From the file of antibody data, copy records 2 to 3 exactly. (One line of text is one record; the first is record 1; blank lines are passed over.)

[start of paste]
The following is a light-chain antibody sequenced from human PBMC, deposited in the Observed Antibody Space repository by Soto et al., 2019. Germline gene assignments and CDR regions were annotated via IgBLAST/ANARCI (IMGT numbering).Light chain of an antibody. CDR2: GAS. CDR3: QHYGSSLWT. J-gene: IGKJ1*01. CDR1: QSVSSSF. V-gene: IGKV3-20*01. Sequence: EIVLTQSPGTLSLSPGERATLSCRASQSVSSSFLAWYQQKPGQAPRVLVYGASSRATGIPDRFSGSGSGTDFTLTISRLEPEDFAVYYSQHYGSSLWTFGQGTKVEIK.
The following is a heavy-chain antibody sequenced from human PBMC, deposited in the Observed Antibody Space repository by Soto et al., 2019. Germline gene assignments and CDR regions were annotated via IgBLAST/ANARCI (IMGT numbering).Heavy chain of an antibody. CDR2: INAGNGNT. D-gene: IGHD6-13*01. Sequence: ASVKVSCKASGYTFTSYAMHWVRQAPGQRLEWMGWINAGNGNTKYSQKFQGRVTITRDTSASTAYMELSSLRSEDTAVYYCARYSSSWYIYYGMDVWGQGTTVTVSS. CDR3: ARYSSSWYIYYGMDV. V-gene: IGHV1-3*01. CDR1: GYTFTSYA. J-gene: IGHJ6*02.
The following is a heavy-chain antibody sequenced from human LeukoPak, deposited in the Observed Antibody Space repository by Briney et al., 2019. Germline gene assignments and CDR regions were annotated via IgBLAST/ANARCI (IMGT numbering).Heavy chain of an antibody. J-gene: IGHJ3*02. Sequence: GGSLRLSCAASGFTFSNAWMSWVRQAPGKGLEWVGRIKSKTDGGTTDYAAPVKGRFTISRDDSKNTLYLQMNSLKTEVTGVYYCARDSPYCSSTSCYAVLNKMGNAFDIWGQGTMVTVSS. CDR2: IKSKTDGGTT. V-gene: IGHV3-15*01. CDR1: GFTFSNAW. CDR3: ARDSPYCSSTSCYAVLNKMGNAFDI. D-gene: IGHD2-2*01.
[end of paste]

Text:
The following is a heavy-chain antibody sequenced from human PBMC, deposited in the Observed Antibody Space repository by Soto et al., 2019. Germline gene assignments and CDR regions were annotated via IgBLAST/ANARCI (IMGT numbering).Heavy chain of an antibody. CDR2: INAGNGNT. D-gene: IGHD6-13*01. Sequence: ASVKVSCKASGYTFTSYAMHWVRQAPGQRLEWMGWINAGNGNTKYSQKFQGRVTITRDTSASTAYMELSSLRSEDTAVYYCARYSSSWYIYYGMDVWGQGTTVTVSS. CDR3: ARYSSSWYIYYGMDV. V-gene: IGHV1-3*01. CDR1: GYTFTSYA. J-gene: IGHJ6*02.
The following is a heavy-chain antibody sequenced from human LeukoPak, deposited in the Observed Antibody Space repository by Briney et al., 2019. Germline gene assignments and CDR regions were annotated via IgBLAST/ANARCI (IMGT numbering).Heavy chain of an antibody. J-gene: IGHJ3*02. Sequence: GGSLRLSCAASGFTFSNAWMSWVRQAPGKGLEWVGRIKSKTDGGTTDYAAPVKGRFTISRDDSKNTLYLQMNSLKTEVTGVYYCARDSPYCSSTSCYAVLNKMGNAFDIWGQGTMVTVSS. CDR2: IKSKTDGGTT. V-gene: IGHV3-15*01. CDR1: GFTFSNAW. CDR3: ARDSPYCSSTSCYAVLNKMGNAFDI. D-gene: IGHD2-2*01.